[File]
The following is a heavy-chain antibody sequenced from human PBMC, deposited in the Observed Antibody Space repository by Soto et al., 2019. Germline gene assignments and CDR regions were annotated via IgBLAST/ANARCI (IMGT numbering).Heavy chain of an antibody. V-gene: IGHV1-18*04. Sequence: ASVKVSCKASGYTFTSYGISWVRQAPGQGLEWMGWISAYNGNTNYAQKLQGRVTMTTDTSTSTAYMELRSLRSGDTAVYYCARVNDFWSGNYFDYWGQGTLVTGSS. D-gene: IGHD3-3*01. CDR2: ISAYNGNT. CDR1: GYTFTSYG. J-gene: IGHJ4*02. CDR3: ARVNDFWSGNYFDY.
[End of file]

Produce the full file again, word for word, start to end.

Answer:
The following is a heavy-chain antibody sequenced from human PBMC, deposited in the Observed Antibody Space repository by Soto et al., 2019. Germline gene assignments and CDR regions were annotated via IgBLAST/ANARCI (IMGT numbering).Heavy chain of an antibody. V-gene: IGHV1-18*04. Sequence: ASVKVSCKASGYTFTSYGISWVRQAPGQGLEWMGWISAYNGNTNYAQKLQGRVTMTTDTSTSTAYMELRSLRSGDTAVYYCARVNDFWSGNYFDYWGQGTLVTGSS. D-gene: IGHD3-3*01. CDR2: ISAYNGNT. CDR1: GYTFTSYG. J-gene: IGHJ4*02. CDR3: ARVNDFWSGNYFDY.